Ask locals to describe the landscape in the tiny town of Stockholm, up near the tip of northern Maine, and more than one will call it a winter wonderland. Woods dot the landscape of rolling white fields, and snow-covered spruce trees nestle roadways.
Winter is a long season, and you've got to find something fun to make it through — like skiing.
Quite possibly, you've noticed some new food labels out there, like "Not made with genetically modified ingredients" or "GMO-free." You might have seen them on boxes of Cheerios, or on chicken meat. If you've shopped at Whole Foods, that retailer says it now sells more than 3,000 products that have been certified as "non-GMO."
Istanbul has long been a city of historical layers and sharp contrasts: ancient monuments share the skyline none too comfortably with modern skyscrapers, and charming cobbled streets run alongside massive highway traffic snarls.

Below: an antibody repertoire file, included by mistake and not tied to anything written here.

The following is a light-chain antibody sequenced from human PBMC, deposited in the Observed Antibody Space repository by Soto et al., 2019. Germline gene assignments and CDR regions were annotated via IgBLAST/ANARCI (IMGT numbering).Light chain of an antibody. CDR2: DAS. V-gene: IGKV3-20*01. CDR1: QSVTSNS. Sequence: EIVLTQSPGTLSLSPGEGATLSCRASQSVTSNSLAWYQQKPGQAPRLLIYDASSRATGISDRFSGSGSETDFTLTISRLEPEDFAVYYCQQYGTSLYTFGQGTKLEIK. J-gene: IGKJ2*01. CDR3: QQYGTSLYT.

Those contrasts have multiplied under Prime Minister Recep Tayyip Erdogan, and his love of giant building projects hasn't abated after more than a decade in power.
Last year, organizers of one of the nation's largest outdoor shows tried to ban certain guns in the wake of the killings at Sandy Hook Elementary School. But the industry struck back with a boycott, and the Eastern Sports and Outdoor show was eventually canceled.
Think you've got what it takes to be the Asparagus Queen?
Mainstream beauty pageants still get tons of applicants every year (even after the dip in participation during the 2008 recession). The same can't be said for the rural festival pageant circuits, The Wall Street Journal's Lindsay Gellman tells Audie Cornish on All Things Considered.